• Native File Services. This integrated File Services is built-in the hypervisor and provides support for NFS v3 and 4.1 protocols. It is managed in vSAN and provides file shares within the vSAN cluster. The purpose for the integrated file services is for addressing file share needs from traditional and cloud-native workloads on vSAN cluster. So it is not built for replacing a large filer.

  • Enhanced Cloud Native Storage. Integration of Kubernetes running on vSphere and vSAN using file-based persistent volumes.

 

Besides these main improvements, there are dozens of other great enhancements on operations, efficiency, and management level. My favorite vSphere 7 improvement is the vSphere Lifecycle Manager (vLCM) enhancement because it makes updating and maintaining vSphere clusters (with vSAN) a lot easier using the desired state model.

VMware homelab build of materials and configuration

William Lam has started a great initiative. William asked (link) everyone who owns a homelab to share there build of materials (BOM) and configuration so the vCommunity can benefit and learn from. I have a simple homelab configuration. Here an overview of the materials I used and configuration:

Internet

Cable modem in bridge mode with 250 Mbit/s down and 25 Mbit/s upload.

Router 

Ubiquiti EdgeRouter Lite 3-Port router

Access Point

Ubiquiti UniFi AP AC PRO

Layer 2 switches

2 x HP ProCurve 1810G (8 x 1GbE) manageable switches.

Compute

Shuttle SH370R6 Plus and Shuttle SH370R8 Plus. Each barebone has:

  • 500 W Plus Silver PSU
  • Intel Core i7 8700 with 6 cores and 12 threads
  • 64 GB memory
  • Samsung 970 EVO 1 TB m.2
  • Kingston datatraveler 100 G3 32 GB USB disk
  • 2 x 1 GbE Network cards

Network Attached Storage (NAS)

QNAP TS-251+ NAS with two Western Digital (WD) Red 8 TB disk in a RAID-1 configuration.

Software

  • VMware vSphere 7 (ESXi, vCenter)
  • VMware vSAN
  • VMware Horizon
  • VMware NSX-V /
  • VMware NSX-T
  • vRealize

Build of materials (BOM)

Components Costs ~  Link to blog post
Ubiquiti EdgeRouter Lite 3-Poort Router € 93
Ubiquiti UniFi AP AC PRO € 136
HP ProCurve 1810G € 75 each. Not available anymore.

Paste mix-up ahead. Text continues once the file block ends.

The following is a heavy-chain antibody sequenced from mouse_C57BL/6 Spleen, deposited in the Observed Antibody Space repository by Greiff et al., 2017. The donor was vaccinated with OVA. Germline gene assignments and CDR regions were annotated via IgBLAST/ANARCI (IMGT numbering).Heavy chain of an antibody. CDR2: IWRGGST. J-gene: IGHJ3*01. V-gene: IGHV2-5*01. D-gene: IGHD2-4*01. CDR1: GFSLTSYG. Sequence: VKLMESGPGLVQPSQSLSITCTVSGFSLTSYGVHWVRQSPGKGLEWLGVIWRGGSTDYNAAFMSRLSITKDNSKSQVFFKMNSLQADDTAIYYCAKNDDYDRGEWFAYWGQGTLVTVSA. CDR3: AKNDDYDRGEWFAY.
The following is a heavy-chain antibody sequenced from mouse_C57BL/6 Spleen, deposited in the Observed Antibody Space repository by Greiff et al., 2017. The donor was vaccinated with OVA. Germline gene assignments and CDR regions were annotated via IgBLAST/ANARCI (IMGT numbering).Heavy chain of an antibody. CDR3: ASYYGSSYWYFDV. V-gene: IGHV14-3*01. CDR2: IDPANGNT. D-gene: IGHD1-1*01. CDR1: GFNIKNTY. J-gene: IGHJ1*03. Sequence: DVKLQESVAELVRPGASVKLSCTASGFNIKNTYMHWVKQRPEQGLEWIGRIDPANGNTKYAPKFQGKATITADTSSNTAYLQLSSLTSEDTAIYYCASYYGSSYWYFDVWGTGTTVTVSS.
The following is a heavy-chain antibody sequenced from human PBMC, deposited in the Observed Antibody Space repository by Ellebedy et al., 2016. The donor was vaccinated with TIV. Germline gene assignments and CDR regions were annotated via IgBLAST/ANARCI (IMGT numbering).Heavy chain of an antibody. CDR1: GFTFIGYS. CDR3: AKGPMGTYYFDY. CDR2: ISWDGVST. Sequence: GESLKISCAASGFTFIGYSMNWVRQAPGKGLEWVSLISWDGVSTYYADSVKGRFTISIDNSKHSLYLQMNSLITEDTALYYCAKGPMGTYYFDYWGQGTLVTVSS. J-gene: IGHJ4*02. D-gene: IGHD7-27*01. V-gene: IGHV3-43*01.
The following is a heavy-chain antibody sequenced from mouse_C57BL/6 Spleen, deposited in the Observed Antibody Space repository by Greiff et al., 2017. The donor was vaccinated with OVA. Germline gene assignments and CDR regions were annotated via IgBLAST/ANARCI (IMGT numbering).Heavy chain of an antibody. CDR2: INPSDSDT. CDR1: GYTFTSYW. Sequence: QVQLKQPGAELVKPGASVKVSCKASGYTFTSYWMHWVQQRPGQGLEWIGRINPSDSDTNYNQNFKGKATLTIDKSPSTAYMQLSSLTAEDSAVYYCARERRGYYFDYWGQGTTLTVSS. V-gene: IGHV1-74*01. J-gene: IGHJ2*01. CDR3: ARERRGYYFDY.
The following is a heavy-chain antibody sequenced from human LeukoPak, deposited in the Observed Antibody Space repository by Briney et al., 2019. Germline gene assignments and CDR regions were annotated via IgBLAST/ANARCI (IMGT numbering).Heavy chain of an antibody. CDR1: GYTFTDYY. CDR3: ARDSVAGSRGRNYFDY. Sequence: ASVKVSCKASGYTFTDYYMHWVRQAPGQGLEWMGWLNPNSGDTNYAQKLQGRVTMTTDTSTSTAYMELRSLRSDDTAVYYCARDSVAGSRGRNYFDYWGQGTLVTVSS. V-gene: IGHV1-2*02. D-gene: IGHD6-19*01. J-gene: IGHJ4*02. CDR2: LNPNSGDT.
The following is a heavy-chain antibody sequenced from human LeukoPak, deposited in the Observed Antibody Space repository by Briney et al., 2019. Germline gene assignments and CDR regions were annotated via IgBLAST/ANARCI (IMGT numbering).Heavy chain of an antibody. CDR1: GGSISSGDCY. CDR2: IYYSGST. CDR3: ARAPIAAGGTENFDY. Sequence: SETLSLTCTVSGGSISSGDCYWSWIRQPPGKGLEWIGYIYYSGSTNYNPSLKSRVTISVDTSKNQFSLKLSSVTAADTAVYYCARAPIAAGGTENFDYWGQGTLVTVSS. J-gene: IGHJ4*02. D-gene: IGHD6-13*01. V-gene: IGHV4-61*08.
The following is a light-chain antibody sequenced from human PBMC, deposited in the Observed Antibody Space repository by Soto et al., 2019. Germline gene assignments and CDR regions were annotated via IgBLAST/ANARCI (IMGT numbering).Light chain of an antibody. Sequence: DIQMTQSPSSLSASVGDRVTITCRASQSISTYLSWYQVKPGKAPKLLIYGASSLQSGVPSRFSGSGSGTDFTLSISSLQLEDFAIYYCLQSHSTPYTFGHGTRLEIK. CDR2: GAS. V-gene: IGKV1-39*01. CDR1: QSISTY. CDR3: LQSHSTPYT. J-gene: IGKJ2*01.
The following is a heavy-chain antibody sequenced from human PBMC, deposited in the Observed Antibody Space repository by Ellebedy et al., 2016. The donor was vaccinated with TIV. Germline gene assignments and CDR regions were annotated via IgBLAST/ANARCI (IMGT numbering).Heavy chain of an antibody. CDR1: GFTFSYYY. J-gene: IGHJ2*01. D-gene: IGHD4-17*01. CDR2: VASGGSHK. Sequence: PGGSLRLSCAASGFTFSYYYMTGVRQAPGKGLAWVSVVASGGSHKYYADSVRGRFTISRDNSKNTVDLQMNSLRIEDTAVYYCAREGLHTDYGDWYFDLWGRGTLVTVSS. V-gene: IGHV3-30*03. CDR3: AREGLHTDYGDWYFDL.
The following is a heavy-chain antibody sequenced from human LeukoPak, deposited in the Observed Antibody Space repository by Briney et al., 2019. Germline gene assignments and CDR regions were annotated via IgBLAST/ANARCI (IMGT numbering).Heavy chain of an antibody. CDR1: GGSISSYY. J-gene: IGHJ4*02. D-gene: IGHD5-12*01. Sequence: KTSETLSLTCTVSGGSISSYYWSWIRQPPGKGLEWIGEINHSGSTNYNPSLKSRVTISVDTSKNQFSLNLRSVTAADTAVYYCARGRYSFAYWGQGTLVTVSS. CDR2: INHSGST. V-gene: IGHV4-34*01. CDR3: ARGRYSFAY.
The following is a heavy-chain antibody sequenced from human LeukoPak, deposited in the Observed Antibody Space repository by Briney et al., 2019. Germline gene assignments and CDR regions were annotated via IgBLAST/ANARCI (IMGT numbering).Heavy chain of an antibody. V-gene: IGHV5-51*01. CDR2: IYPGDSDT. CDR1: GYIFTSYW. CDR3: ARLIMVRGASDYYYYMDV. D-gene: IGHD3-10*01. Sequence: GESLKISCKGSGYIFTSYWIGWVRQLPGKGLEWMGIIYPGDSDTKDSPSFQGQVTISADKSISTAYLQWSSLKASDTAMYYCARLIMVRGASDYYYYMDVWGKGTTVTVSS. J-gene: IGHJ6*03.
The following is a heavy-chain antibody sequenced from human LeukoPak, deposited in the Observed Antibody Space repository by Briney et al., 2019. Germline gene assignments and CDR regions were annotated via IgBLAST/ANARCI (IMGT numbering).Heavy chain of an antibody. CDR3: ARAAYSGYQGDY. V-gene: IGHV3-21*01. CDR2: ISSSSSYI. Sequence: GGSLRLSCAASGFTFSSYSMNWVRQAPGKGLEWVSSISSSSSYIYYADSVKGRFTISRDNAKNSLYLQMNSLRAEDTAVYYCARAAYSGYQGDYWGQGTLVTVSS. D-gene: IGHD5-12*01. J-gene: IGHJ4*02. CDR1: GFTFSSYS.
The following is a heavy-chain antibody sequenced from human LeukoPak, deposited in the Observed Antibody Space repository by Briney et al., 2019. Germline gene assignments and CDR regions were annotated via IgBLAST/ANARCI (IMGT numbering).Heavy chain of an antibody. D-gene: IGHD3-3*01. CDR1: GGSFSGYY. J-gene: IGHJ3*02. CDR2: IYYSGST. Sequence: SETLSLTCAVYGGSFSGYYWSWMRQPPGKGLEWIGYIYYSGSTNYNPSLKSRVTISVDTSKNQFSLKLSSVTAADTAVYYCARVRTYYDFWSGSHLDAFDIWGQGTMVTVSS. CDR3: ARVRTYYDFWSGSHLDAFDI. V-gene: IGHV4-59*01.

Shuttle SH370R6 Plus € 1200 Link
Shuttle SH370R8 € 1200 Link
QNAP TS-251+ € 314
2 x Western Digital (WD) Red 8 TB € 258 each. Total € 516

 

ControlUp 8.1 Native VMware Horizon integration

In part 2 we highlight the native support for VMware Horizon 7 and higher environments in ControlUp 8.1. The integration is based on the SOAP API. Adding a VMware Horizon environment is easy, click on the Add EUC environment and enter the name a Horizon Connection Server and click ‘OK’. ControlUp discovers Horizon components such as Connection Servers, Cloud Pod Architecture (CPA), desktop pools and sessions automatically.

Horizon Connection Servers

On the top level, you see the stress of all the Horizon Connection Servers and in the view below that each individually Horizon Connection Server is listed with there metrics.

For all the Connection Servers, the following metrics are added to the view:

  • Horizon Pods
  • Stress Level
  • Connection Servers
  • Connection Server health
  • Connection Server Max connections
  • Average machine memory
  • Machine disk IO average latency
  • Machine Disk Transfers/sec
  • Machine Net Total

Per Horizon Connection Server, the following metrics are added such as:

  • Connection server Health
  • Amount of connection Servers
  • Active connections
  • Connection Server health
  • External URL
  • Connection Server certificate valid
  • Connection Server certificate expiration date
  • License model
  • Connection Server version
  • Horizon Pod
  • Horizon Site

When installing the ControlUp agent on the Connection Servers or VDI desktop, the hypervisor and in-guest metrics are combined with the Horizon metrics.